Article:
From Quad Racing to The CrossFit Games (w/ Emma McQuaid)

Today I’m talking to multi-time CrossFit Games athlete Emma McQuaid, who just qualified for the 2022 CrossFit Games. The Irish athlete has a length background in sports but didn’t find CrossFit until she was 24 years old. Now in her 30s, the Wodapalooza champion talks about her background in quad bike racing — ATV racing in American slang — how it both helped and hurt her career in elite fitness competition.

Before we get into that, I want to give a quick shoutout to today’s episode sponsor, Colter Dillon. Do you struggle finding a t-shirt that fits as well as that ONE t you loved until it wore out? Do you wish a standard medium was JUST a little bit longer, or maybe a large wasn’t so baggy for you? Then you’ve got to check out Colter Dillon. They personalize the fit for YOU, and they have tons of color options — you can even personalize artwork on the shirt! They deliver your perfect t-shirt every time. Check out Colter Dillon today.

Emma McQuaid on the BarBend Podcast

In this episode of The BarBend Podcast, David Thomas Tao and Emma McQuaid discuss: 

  • Making huge strides in confidence and Emma’s mental game (2:20)
  • Why it can be hard for athletes to verbalize their feelings (4:30)
  • How swimming has become critical to CrossFit Games success (7:30)
  • Emma’s unlikely transition from quad bike racing to CrossFit (10:30)
  • Mobility deficits Emma had to overcome (13:00)
  • Recovering from major shoulder surgery (16:50)
  • Battling the heat and Emma’s plan to recover between events (19:50)

Relevant links and further reading



Just as simple as getting it out instead of holding it back and pretending you’ve got your shit together when you don’t. [laughs] I think that’s probably one of the biggest things for me is talking to my coach and saying, “Even though maybe it’s right or wrong, I’m the wiggle competition.”


I was like, “I feel I need to do more.” He was like, “OK. Sure. Chat with my kids.” I literally talk to him every single day for ten days leading in the semifinals. I think that made a difference.

David TaoDavid Tao

Welcome to the “BarBend” podcast, where we talk to the smartest athletes, coaches, and mines from around the world of strength. I’m your host, David Thomas Tao, and this podcast is presented by


Today, I’m talking to multi-time CrossFit Games athlete Emma McQuaid, who qualified for the 2022 CrossFit Games. The Irish athlete has a lengthy background in sports, but she didn’t find CrossFit till she was 24 years old.


Now, in her 30s, McQuaid talks about her background in quad bike racing, that’s ATV racing in American slang, and how it both helped and hurt her career in elite fitness competition.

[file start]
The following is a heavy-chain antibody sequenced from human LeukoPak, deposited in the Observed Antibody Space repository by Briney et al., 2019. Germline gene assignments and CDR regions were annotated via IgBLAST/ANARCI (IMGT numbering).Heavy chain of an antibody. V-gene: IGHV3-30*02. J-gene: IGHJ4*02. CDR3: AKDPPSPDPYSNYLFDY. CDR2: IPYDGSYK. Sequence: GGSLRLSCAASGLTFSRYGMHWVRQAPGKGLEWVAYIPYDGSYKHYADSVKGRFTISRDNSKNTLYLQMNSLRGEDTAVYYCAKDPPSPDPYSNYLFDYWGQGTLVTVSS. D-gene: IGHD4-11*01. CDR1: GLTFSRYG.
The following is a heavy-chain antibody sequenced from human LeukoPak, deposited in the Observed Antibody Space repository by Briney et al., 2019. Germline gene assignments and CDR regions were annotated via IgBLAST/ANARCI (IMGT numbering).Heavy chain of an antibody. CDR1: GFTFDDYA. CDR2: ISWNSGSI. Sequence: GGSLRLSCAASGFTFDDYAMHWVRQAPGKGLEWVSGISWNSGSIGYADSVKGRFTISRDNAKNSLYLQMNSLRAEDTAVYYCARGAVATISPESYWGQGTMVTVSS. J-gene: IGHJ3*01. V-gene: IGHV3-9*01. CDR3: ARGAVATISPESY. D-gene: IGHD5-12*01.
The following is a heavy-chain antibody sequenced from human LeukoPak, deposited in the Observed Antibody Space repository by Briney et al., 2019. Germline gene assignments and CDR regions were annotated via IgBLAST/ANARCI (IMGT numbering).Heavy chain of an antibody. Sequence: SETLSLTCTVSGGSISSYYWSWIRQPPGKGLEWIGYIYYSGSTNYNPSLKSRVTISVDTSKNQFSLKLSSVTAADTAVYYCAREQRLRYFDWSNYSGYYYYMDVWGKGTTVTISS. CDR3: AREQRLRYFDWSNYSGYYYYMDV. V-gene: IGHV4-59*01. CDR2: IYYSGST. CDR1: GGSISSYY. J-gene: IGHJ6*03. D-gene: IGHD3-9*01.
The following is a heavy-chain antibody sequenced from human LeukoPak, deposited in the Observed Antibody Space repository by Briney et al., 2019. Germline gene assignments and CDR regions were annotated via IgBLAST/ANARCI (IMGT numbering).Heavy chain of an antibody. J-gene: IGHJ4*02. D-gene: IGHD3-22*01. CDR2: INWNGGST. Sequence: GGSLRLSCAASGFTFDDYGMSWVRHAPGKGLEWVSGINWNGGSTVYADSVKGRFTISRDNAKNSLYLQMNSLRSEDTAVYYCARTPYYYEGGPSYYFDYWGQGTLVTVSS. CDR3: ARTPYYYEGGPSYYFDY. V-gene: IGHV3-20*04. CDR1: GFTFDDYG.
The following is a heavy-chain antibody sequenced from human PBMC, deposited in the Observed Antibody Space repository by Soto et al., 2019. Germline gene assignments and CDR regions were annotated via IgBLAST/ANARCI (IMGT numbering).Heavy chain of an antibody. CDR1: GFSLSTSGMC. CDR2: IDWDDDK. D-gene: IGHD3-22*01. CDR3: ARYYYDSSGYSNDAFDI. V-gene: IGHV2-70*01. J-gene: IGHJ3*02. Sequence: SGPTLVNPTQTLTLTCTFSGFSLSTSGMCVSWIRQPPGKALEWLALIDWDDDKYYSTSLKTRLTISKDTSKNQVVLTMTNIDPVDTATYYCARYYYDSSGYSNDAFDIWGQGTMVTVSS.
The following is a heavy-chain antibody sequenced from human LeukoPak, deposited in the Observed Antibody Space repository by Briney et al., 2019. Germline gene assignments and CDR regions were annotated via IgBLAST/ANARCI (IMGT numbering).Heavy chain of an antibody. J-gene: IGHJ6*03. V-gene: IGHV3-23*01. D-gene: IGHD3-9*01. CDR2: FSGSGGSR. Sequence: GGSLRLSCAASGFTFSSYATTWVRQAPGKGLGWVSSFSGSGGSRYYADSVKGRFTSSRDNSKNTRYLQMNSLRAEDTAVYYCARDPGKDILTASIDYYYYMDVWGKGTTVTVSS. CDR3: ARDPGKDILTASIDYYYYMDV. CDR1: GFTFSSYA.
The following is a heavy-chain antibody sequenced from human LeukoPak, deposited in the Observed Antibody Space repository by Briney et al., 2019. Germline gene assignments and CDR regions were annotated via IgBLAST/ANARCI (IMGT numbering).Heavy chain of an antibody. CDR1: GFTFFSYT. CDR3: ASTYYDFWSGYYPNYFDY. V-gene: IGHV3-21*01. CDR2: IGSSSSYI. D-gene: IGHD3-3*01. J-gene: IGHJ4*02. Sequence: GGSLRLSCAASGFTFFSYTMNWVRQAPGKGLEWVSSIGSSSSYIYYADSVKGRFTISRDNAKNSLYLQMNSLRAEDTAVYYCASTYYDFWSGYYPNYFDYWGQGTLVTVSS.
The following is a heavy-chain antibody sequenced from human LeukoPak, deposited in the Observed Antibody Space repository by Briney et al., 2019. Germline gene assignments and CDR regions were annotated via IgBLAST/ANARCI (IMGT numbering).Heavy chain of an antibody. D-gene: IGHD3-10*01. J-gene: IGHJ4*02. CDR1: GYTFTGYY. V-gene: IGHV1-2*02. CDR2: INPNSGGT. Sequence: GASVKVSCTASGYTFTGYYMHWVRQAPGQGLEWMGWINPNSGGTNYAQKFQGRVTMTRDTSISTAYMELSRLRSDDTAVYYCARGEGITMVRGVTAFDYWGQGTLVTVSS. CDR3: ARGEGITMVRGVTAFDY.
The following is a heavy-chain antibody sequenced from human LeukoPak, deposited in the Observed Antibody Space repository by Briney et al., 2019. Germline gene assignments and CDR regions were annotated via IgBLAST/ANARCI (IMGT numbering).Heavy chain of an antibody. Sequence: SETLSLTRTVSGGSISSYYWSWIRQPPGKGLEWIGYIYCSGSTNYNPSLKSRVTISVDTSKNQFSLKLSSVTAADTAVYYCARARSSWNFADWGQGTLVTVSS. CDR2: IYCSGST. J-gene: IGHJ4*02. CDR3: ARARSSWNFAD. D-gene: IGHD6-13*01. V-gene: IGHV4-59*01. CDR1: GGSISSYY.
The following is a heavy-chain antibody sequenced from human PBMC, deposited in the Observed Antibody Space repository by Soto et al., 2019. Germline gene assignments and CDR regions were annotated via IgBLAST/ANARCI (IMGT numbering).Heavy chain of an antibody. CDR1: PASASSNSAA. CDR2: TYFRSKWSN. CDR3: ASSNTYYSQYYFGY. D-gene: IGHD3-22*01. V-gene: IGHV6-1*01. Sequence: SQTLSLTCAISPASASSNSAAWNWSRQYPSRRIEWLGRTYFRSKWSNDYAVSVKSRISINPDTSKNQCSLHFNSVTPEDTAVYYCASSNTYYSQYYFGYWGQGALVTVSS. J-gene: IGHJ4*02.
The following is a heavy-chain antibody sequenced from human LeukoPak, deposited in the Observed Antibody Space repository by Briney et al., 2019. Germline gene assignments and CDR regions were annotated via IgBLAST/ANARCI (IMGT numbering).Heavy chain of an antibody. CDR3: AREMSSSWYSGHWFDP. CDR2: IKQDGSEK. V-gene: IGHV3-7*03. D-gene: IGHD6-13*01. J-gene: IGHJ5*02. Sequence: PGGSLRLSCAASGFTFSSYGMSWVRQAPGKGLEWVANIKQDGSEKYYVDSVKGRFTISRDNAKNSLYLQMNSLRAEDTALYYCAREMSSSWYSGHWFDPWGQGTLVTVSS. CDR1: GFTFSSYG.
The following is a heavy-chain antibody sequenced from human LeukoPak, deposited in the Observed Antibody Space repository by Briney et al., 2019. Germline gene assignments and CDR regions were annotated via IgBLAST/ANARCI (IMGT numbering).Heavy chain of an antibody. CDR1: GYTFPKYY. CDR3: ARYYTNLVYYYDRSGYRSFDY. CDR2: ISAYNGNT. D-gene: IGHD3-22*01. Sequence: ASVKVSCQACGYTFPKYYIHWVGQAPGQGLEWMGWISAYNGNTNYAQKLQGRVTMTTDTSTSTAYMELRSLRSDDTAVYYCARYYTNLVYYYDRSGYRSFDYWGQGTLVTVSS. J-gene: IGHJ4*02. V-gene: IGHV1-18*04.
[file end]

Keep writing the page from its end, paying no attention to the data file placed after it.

Before we get into that, I want to give a quick shoutout to today’s episode sponsor, Colter Dillon. Do you struggle finding a t-shirt that fits as well as that ONE t you loved until it wore out?


Do you wish a standard medium was JUST a little bit longer, or maybe a large wasn’t so baggy for you?


Then you’ve got to check out Colter Dillon. They personalize the fit for YOU, and they have tons of color options – you can even personalize artwork on the shirt! They deliver your perfect t-shirt every time. Check out Colter Dillon today.


Now, let’s get on with the show.


Emma, thanks so much for joining me today. This is the first time you’ve been on the podcast. It’s fantastic to have you. You’re fresh off of qualification for yet another CrossFit Games. How has the season gone relative to your expectations coming into the season?


Yes, just everything, like training has been going good, healthy, no injuries, no niggles, and no major setbacks. I think we’re right on target to obviously pick properly for the games this year.

David TaoDavid Tao

You’ve been improving on your games placements pretty steadily over the last few years. If you have a spot in mind this year, do you have a goal with your coach going in?


Yeah, our goal is to place top 10 at the Games. I really just want to keep improving every year. I really think we’ve made huge progress from last year, even just confidence alone. Obviously, Wodapalooza and Strength in Depth start at the weekend.


I’m a big confidence athlete. I just think confidence alone is a lot higher than it was last year leading into the games. As long as we can keep ticking away with training, I think without getting any fitter or any stronger, I believe I’m a better athlete just with confidence alone.

David TaoDavid Tao


Let’s talk about that, the mental aspect. What are some tips or tricks that you use to make sure that when you’re heading into competition, regardless of how fit you are, that you’re dialed in mentally?

I think the biggest thing for me is talking. I would be quite bad for just holding everything in. In years past, that just got all too much for me with [inaudible 3:41] the competition. I’ve just underperformed because of stress, so much emotion that can basically wear me down.


Now, I’ll talk to my partner. I’ll say to David, I’m like, “Oh, I’m absolutely shitting myself here. I’m so worried.” Or just as simple as getting it out instead of holding it back and pretending you’ve got your shit together when you don’t. [laughs]


That’s probably one of the biggest things for me is just talking to my coach and saying even though maybe it’s right or wrong, the week of the competition, I was like, “I feel like I need to do more.” He was like, “OK, sure.”